ers, and health information exchanges.
Terri Godar, director of technical operations and eligibility at Advocate Health System, based in Chicago, IL, says that healthcare
organizations can’t solve the patient identity challenges within their
four walls. “They need to innovate by infusing richer data that comes
from external sources that may include credit bureaus and government programs. In addition, we have found that demographic data
from payers, which is increasingly important in the priorities of today’s vast healthcare ecosystem, is outdated and often incomplete,”
Godar says. “Higher data quality and matching can also be achieved
by implementing stronger patient registration, patient access, and
patient search processes.”
Using Cloud-based Data Services to Gain Trust in
The mainstream acceptance of cloud computing has opened an
avenue to incorporate secure external data services into critical
business processes such as patient registration, data exchange,
and patient identification.
Cloud-based data services enable the infusion of referential or
authoritative data that may come from large public databases
outside healthcare, such as credit bureaus, loan servicing organizations, or telecommunications. These non-healthcare databases and associated business processes capture and validate
identity data, update it continuously with each transaction, and
retain the history of the person’s demographics.
A common challenge in healthcare is that a patient’s demographics can change between encounters at different facili-ties. Demographic data recorded at Facility A in January, while
accurate at that time, can differ from demographic data recorded at Facility B in June—also accurate at that time—if the patient’s actual demographic information changed between those
two dates. If the data from Facility A and Facility B do not closely
match, the two identities may not automatically be linked. Referential identity data can help resolve these issues.
Real-time automation of patient matching with external data
also addresses a critical latency issue associated with manual
stewardship efforts, which typically don’t resolve the ambiguous linkages/tasks (those records not automatically linked by an
algorithm) until days or months after a patient presents for care.
Health information exchanges (HIEs) must deliver high-value
and integrated data to their stakeholders despite data challenges.
Tom Check, CEO of Healthix, a public HIE based in New York,
says his organization faced very significant numbers of potential
matches that weren’t strong enough to automatically match given
the conservative threshold that had to be applied (see the sidebar
above). “Healthix needed more comprehensive, actionable information about an individual to serve value-based payment needs,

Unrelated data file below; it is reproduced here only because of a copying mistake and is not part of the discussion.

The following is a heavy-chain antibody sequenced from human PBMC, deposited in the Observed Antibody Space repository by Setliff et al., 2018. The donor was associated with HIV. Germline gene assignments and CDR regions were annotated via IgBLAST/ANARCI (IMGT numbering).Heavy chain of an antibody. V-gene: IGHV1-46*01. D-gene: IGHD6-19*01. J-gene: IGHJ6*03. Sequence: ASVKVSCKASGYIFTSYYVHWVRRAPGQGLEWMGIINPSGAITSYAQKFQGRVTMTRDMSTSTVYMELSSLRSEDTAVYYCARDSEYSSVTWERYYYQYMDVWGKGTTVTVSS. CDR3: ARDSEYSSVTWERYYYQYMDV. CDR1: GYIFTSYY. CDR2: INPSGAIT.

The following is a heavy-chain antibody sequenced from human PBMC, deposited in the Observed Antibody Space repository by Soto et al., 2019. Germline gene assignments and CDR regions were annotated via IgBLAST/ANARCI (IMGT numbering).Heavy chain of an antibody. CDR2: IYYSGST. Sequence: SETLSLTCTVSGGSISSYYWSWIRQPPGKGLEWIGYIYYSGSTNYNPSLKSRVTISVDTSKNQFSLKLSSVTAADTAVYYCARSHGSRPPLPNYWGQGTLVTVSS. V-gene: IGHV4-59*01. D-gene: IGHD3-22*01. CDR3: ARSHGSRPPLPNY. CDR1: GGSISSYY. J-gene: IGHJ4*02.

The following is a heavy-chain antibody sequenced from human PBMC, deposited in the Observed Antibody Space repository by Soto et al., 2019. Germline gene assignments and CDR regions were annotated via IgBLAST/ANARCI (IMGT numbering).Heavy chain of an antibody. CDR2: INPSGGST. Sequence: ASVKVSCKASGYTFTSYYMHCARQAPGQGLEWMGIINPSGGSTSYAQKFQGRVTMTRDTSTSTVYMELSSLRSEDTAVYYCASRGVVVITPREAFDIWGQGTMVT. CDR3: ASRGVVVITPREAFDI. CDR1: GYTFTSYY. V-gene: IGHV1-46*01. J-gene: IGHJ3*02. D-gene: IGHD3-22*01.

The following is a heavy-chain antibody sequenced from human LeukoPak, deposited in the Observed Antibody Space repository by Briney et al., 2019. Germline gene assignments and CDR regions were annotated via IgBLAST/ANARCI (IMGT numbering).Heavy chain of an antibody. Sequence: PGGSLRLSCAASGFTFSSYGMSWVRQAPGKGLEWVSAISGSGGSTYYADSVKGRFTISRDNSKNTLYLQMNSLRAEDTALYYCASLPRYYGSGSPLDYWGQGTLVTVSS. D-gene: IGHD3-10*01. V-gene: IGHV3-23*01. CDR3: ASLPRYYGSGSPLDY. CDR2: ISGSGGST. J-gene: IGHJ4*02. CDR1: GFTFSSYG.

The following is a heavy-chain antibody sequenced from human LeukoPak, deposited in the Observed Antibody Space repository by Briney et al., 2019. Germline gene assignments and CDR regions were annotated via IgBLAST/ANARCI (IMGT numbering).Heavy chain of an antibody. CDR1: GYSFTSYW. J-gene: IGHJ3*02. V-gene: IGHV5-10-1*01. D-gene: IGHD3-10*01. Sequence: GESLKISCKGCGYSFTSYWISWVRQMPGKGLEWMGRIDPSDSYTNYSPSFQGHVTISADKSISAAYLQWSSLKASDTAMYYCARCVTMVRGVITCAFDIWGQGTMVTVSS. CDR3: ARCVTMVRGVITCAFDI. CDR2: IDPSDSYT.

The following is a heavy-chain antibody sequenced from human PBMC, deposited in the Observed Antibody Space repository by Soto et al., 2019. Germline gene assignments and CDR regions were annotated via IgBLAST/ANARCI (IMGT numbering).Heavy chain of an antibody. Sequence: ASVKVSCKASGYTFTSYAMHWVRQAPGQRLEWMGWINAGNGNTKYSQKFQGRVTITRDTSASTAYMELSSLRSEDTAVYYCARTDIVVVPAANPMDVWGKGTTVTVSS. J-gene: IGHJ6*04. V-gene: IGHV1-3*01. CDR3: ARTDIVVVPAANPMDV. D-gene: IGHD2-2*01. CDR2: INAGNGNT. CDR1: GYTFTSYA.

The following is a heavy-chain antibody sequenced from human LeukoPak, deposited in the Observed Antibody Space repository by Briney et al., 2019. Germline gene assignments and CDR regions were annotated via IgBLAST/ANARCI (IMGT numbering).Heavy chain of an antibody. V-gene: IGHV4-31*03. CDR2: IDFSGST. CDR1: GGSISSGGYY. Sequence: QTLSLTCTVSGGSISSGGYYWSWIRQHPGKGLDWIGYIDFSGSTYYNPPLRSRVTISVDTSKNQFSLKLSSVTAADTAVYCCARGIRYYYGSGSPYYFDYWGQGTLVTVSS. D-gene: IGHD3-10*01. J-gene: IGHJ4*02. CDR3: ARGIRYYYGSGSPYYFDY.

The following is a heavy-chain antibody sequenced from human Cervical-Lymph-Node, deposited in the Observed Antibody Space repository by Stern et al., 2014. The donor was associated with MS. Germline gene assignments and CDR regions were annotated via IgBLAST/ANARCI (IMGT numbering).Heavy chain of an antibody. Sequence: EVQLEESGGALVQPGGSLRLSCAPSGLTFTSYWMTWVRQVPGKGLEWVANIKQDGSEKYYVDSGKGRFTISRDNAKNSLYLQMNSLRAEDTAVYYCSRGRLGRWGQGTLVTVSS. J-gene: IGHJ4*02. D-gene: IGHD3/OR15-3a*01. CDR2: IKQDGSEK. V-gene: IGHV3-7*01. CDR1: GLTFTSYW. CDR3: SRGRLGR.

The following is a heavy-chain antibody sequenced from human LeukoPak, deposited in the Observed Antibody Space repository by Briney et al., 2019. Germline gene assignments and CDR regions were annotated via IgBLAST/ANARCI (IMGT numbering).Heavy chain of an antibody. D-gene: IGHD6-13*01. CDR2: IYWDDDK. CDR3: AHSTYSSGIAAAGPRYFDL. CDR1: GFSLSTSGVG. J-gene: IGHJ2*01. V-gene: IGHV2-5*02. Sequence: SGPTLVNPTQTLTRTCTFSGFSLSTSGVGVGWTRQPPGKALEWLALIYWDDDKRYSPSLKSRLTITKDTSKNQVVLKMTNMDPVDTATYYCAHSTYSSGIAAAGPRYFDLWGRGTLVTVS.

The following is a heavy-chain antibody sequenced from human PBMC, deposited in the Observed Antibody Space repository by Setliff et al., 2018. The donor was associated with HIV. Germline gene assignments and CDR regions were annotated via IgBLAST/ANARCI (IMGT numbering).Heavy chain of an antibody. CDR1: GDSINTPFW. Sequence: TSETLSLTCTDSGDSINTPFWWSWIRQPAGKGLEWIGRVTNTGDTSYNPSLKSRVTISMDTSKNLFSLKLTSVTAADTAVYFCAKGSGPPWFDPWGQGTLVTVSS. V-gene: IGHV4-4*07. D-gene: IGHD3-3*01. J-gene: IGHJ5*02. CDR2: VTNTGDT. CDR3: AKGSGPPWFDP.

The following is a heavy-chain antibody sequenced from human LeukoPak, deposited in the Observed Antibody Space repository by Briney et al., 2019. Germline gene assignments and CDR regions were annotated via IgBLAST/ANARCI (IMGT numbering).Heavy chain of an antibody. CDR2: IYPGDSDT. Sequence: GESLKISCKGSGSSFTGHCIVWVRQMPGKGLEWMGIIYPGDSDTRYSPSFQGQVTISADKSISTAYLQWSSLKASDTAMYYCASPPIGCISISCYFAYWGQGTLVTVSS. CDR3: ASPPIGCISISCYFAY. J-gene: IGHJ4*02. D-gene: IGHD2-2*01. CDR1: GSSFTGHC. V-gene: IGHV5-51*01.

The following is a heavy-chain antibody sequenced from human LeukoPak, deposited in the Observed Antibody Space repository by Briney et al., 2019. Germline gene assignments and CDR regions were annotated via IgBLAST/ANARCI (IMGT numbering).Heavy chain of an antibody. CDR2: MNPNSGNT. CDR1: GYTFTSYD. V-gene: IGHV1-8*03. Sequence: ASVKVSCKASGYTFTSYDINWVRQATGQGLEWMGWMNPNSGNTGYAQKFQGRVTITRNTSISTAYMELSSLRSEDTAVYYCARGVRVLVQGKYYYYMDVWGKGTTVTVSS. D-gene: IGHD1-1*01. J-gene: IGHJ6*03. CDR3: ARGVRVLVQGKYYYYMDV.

and to provide trusted information to its providers, care managers and care coordinators, and research,” Check says.
A linked and comprehensive view of patient/consumer data is
needed to support quality and financial reporting for programs
such as HEDIS and CORE Measures, as well as care delivery and
predictive risk modeling. “By augmenting Healthix data with external referential data we are creating complete and current data,”
Check says. “The whole record, not fragments we previously encountered, is essential to tracking and predicting risks so providers can intervene early, thus enhancing quality and reducing
costs.” Additionally, Check pointed out the following healthcare
Big Data and automation imperative: “The volume of data and
automation applied to analytics necessitates timely, trusted, and
comprehensive views of the patient/consumer data.”
Auto-Stewarding with Neural Networks
Neural networks technology (machine learning) has been
around for over 50 years and used in biometric operations like
fingerprint analysis and facial recognition. It has enjoyed a resurgence in the past five years due in part to the explosion of Big
Data, proliferation of large-scale networks, and the maturing of
practical application of this technology.
The shift from a linear data model to a neural data model has
proven to be the key to major neural network improvements
that can be applied to patient identification. In his article “A
Resurgence of Neural Networks in Machine Learning,” Google
research scientist Dan Gillick explains, “in machine learning,
‘training’ refers to the process of automatically choosing the
weights given examples of the input where you know what the
output should be.” 2 Training the neural network through sufficient sample data is the key to producing the desired results, but
in the context of healthcare this is quite practical.
As Graham Jones, MD, business development director at Kestrel Consulting Services, noted in his recent blog post, “the
production platform that implements the neural network, once
trained, is often very simple and cost effective.” 3
Applying Innovation to the
Patient ID Challenge
How Healthix HIE Handles Patient Identification
HEALTHIX IS THE largest public health information exchange (HIE) in the nation, serving a comprehensive range of organizations in the greater New York City area.
Before applying external referential data to augment identity reconciliation, Healthix had received: 51. 1 million medical
record numbers (MRNs) from their provider organizations and resolved them to 25. 4 million actual identifiers (persons).
Over a four-month period, Healthix applied referential identity data to the whole database. In the four months, MRNs
continued to increase to 54. 1 million, but referential data resolved them to 21. 9 million identities.
The number of MRNs per identity increased by 22 percent, from 2.01 to 2. 47.
The 21. 9 million unique individual records are now available to meet the key clinical and operational needs.